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Week 18: Tanzania: From Lake Victoria to the East Coast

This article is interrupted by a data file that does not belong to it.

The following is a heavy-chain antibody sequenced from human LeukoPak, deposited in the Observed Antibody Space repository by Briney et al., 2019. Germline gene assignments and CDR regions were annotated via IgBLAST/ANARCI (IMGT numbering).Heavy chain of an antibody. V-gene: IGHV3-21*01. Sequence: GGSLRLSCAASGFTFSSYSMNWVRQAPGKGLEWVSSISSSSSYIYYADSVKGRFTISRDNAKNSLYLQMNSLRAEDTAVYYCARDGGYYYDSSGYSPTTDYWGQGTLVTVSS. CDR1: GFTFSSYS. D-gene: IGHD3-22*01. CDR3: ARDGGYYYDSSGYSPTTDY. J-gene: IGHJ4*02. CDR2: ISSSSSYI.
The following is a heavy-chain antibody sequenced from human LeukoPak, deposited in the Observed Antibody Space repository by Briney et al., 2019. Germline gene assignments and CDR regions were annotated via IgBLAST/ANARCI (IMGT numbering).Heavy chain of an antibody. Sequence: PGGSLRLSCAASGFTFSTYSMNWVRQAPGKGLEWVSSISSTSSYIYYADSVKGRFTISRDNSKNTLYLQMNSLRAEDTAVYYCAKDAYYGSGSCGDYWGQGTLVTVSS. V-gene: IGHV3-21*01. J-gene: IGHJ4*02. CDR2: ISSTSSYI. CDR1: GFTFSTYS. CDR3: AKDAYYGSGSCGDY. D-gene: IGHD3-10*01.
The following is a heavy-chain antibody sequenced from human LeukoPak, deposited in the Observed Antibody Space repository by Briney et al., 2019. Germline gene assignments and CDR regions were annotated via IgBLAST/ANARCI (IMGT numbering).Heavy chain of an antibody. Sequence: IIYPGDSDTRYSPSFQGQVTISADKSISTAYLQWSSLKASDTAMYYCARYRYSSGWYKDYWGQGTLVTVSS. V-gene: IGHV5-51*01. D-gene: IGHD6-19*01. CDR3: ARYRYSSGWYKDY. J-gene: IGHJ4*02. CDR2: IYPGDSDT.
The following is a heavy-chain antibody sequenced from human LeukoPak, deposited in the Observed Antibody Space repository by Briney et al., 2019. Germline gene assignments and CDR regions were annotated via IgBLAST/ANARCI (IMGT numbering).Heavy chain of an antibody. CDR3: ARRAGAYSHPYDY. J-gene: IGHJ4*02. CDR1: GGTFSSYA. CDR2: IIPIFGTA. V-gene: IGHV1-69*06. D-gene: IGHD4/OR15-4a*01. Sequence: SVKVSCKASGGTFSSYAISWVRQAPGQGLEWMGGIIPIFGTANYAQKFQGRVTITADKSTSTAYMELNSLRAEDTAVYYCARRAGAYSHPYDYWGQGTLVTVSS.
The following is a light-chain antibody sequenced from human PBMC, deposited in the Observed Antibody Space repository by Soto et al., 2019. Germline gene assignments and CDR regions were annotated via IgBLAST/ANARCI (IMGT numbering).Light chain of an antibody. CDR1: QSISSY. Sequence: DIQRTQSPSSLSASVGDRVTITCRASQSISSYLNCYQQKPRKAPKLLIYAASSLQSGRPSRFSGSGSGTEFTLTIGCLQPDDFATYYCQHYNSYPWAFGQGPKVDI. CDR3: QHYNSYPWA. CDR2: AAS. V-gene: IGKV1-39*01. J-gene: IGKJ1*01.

Hallo Indian Ocean 😊 After yet another week filled with almost too many amazing experiences and memories, we’ve reached the eastern coast of Tanzania. When we passed Arusha a couple of days ago, we finally made the difficult call that we are going to slowly start turning home bound, and not go further north. This decision was due to a myriad of reasons, including us missing home, crazy rains ruling out the Lake Turkana route north, conflicting reports about the state of driving through Ethiopia (we prefer not to be thrown with rocks / goats / etc whilst driving in a country not covered by our insurance), and potential opportunities awaiting us back home…We’ll leave Ethiopia and Sudan for a future Leg2 of our journey, and Egypt as a future Leg3…So for now, let’s continue to drink in the fresh ocean breeze and look at the what happened during the last 7 days (and I apologise in advance for the length of this blog)! Our travel stats so far: • Total days travelled through Africa: 121 • Total distance travelled from Cape Town through Africa: 17,377km o Our thirsty Aardvark has consumed just over 3,000l of petrol so far, for a still very healthy 5.7km/l consumption rate. • Total borders crossed: 10 And then the Aardvark stats for Week 18: • Best drink: A bottle of Lieben Pinot Noir that we brought with from South Africa (the 2nd last one in our secret stash)…slowly drinking it ice-cold in front of a roaring fire, in our campsite overlooking Lake Manyara…celebrating life and the beauty of Africa! • Best food: Pan-seared fillet steaks fresh from the farm, served with a potato and zucchini rosti, and a mushroom, red wine and yogurt jus – can you tell that Irene is back in her cooking element 😊 And we filled Aardvark with incredible farm fresh ingredients both at the Simba Farm (foot of Mt. Kili) as well as the Irente Farm (nestled in the Usambara mountains) – meat, fruit, veggies, cheese, marmalade, yogurt…all locally sourced and home-made…njamnjamnjam! • Best view: A tough call again, especially camping on the foot of Mt. Kilimanjaro vs watching sunset over the Serengeti / Lake Manyara / Mt. Meru / Usambara mountains vs running into the Indian Ocean for the 1st time vs early morning lazy lion watching…but the winner is the view over the Ngorogoro Crater – what an incredibly special place! We started day 115 with breakfast overlooking Lake Victoria, with the “waves” lapping at our feet at the Nyatwali Beach Camp. We were well aware of the rules of the 24hour Serengeti permits, and didn’t want to enter the park before 10am – this would ensure that we had no rush to either exit the Serengeti the next day, nor exit the Ngorogoro Conservation Area (NCA) the day thereafter. So after paying the hefty park fees (Aardvark’s registration papers unfortunately placed his TAR weight at 2,066kg, which meant we had to pay the higher $150 p/d foreign vehicle fee rather than the lower $40 for slightly lighter vehicles…crazy what the extra 66kg apparently do to the state of the roads, or is this rather a case of the money making focus of the entrance fees which certainly doesn’t go towards upkeep of the roads?!), we started our 3h30 drive from the western entrance gate at Ndabaka towards Seronera, kind of in the middle of the park. I had these lofty ideas of herds of animals as far as the eye can see, and was in for a fairly rude awakening…even though we saw a couple of big herds of wildebeest, zebras, and some elephants and giraffes, the massive herds were (not yet) around. So we decided to rather focus on the scenery itself – and that subtle change made all the difference! All of the sudden we were mesmerized by the rolling fields with grass reaching above Aardvark’s bonnet…with a sneaky thunderstorm playing out over the savannas…with openness and vastness as far as the eye could see (as an indication, the Serengeti covers an area of 14,750km2). Due to the rains, the grass was so high and vegetation so thick, that we for example watched an elephant family (with over 50 elephants) wandering past Aardvark across the road, only to completely disappear out of sight 3minutes later…if you weren’t lucky enough to spot the myriad of animals close to / on the road, it was almost an impossible task to see them! After a quick stop to check out our campsite (we camped at Pimbi, one of the public campsites), we went on a slow drive along the river circuit to try and spot the resident leopards…but to no avail! However, on our way back we saw a mama lioness close to the road, patiently watching a couple of antelope (maybe for dinner)…a beautiful sight, but taking into account that this was less than a kilometer away from our unfenced camping spot, also a little nerve-wracking! That night we made a big fire next to Aardvark whilst watching the sunset over the plains – and luckily the only animal that came to visit (that we are aware of anyway) was the spotted hyena that strolled without a care in the world past Irene, and then through the rest of the camp…kind of just to say that this was his campsite, and making us all aware of it 😊 The next morning we were up at the crack of dawn, and with coffee in our Stanley cups we were ready for some serious game driving! And eventually the early morning drive paid off, when we came upon a pride of 5 lionesses all lounging away in the early morning sun…it was obvious that their tummies were so full, they couldn’t keep their eyes open anymore…luckily they afforded us a couple of beautiful photograph opportunities in between the yawning and the falling-over-fast-asleep moments! After our successful “lion-finding” moments, we exited the Serengeti and simultaneously entered the Ngorogoro crater area…and immediately after we were treated to the massive migrating “super-herds” of wildebeest, zebras and grant’s gazelle’s (looking pretty much like a cross between a springbok and a rooibok). The migrating herds are constantly on the move in an almost clock-wise fashion, and were slowly making their way down to the south eastern corner of the NCA close to lake Ndutu, where the wildebeest typically gave birth during February, before the great migration towards the north starts again. So we were essentially catching all the pregnant ladies on their way to the maternity ward 😊 And the masses of animals that I was expecting earlier on, all made their appearances…wildebeest as far as the eye could see, fat zebras frolicking around with loads of babies everywhere, and the odd hyena unsuccessfully trying it’s stalking luck! It was such an amazing privilege to be in the midst of the herds, slowly driving through and following them their route to the lake…and to realize that this annual, constant migration has been happening for thousands and thousands (or is that millions?) of years… Afterwards we took on the notorious road towards the Ngorogoro crater – and yes, it is every bit as bad as per the reports! Initially we thought that the negative comments about the road (being shock absorber eaters, killing tyres, ruining windscreens, etc) were a bit overly dramatic…but unfortunately all the critics were correct – the road was the most horrific one that we had to navigate throughout our 17,3000km journey so far, which is an absolute disgrace considering the park fees! We passed at least 5 4x4’s at various states of repairs (ranging from broken leaf springs to ruptured fuel lines), and were ourselves the unfortunate recipients of a stone cracking Aardvark’s windscreen (coming from a speeding local guide passing us) and a slow puncture…and we felt lucky that those were the only “injuries” that Aardvark sustained!! Some of the local guides are driving across the highly corrugated roads like absolute maniacs, and we had to pull over a couple of times to avoid a crash…suffice to say that when we eventually ended up on the Ngorogoro crater rim, we were more than ready for the ice-cold beer 😊 But again, Africa has a way of countering every difficult moment with a truly spectacular one, and the crater view was no exception…looking down into the crater, watching the clouds packing tighter and tighter together, to the point of the just watching the veil of rain slowly coming across the crater floor towards us…it is difficult to describe the beauty in words… That evening we camped in the Simba A public campsite, and managed to find a spot away from the crowd on the edge of the campsite, overlooking the crater, feeling justifiable on top of the world…and to top it off, a bit later, with a glass of red wine in hand, sitting next to our fire watching the stars, our neighbors called us over in a whisper: “Look – buffaloes!”. And a whole herd of (apparently resident?) buffaloes were calmly grazing away on the short green grass behind us…nothing like a bit of cheap fertilizer for the local groundsman 😊 Only in Africa! After a lazy breakfast overlooking the crater, we slowly made our way out of the national park…only to be surprised by a big lion casually strolling across the road on our way to the exit gate!! Again, if we didn’t see him crossing the road, we would’ve not been aware of his existence in the thick bushes surrounding us at all! After a couple of last photos at the viewpoint, we just made it within our 24hour limit through the gate, and were so elated by the sights of the past couple of days that we didn’t spot the traffic police in time ☹ The Tanzanian traffic police (dressed immaculately in white?!) are everywhere with their handheld speedcameras, and after showing us the proof that Aardvark was doing 57km in a 50km zone (yes they were sitting right underneath the sign showing the end of the slow zone, but that obviously didn’t make a difference to anyone), we had to pay the obligatory TSH30,000 (about R180) fine, and were off again on our short drive to Migobani Campsite, situated on a ridge just outside of the Lake Manyara NP with incredible views to the horison. This was one of our absolute favourite campsites on the entire trip – an infinity pool overlooking Lake Manyara, soft green grass to camp on, spotless ablution blocks and washing up areas, and a great bar with fast wifi…all the small things in the world! That evening we had some Kenyan sticky lamb-ribs on the fire, and whilst sipping on our Pinot Noir, we couldn’t help but feel just so incredibly blessed! Day 118 saw us heading to Arusha to try and fix Aardvark’s windscreen, but unfortunately there aren’t too many open places on a late Saturday morning! So we resigned ourselves to rather fix the windscreen at a proper place in Dar Es Salaam, and just live with the crack for the interim period. As mentioned already, at Arusha we also had to make the difficult decision of either heading back north to Kenya, or to continue east to the coast and slowly start to make our way back south. We luckily had a couple of days to talk the decision through already, and at the end, after restocking at Shoppers supermarket, we headed out towards Mt Kilimanjaro. Mountains are my happy place (followed closely by the oceans), and being able to camp at Simba Farm, literally at the foot of Mt Kili with Mt Meru in the distance, made my heart sing with joy! I’ve summited Kili way back in 2004, and just being at its feet brough back so many happy mountaineering memories, not just of Kili but also of Mt Kenya, the Rewenzoris, Himalayas, Als, etc… It was a massive shift from the plains of the Serengeti to the rainy foothills, but again with its own magic that we’ve encountered on our hikes towards small waterfalls, sunset lookout points on the farm, and just general peace all around… After the Kili foothills, we ventured further east to the Usambara mountains – an often overlooked area where one can get lost in the middle of the beauty! After a small windy road via Lushoto, we ended up at the Irente Farm Lodge & Campsite…again an absolute stunner! It’s an old coffee farm that has been transformed into a Biodiversity Reserve housing a School for the Blind, a Children’s Home, Rainbow School and Church on its vast property. They also sell incredible fresh produce (we stocked up on things like home-made yogurt, cheese and jams), and we had a lovely cheese platter after our hike through the forest to one of the numerous waterfalls in the area. The rain clouds gathering in the skies convinced us to only stay for one night, and in the afternoon of the 121st day we eventually set off to the east coast…dipping our toes into the warm water of the Indian Ocean for the first time on this trip! I’m writing this week’s blog from the Peponi Beach Resort & Campsite, sitting next to Aardvark, almost on the beach in the slightest ocean breeze. The air has a salty taste to it, our beer is ice-cold, and the world just feels right 😊 Oh and if you want to figure out where all these places are, follow our journey on Polarsteps at: Till next week! j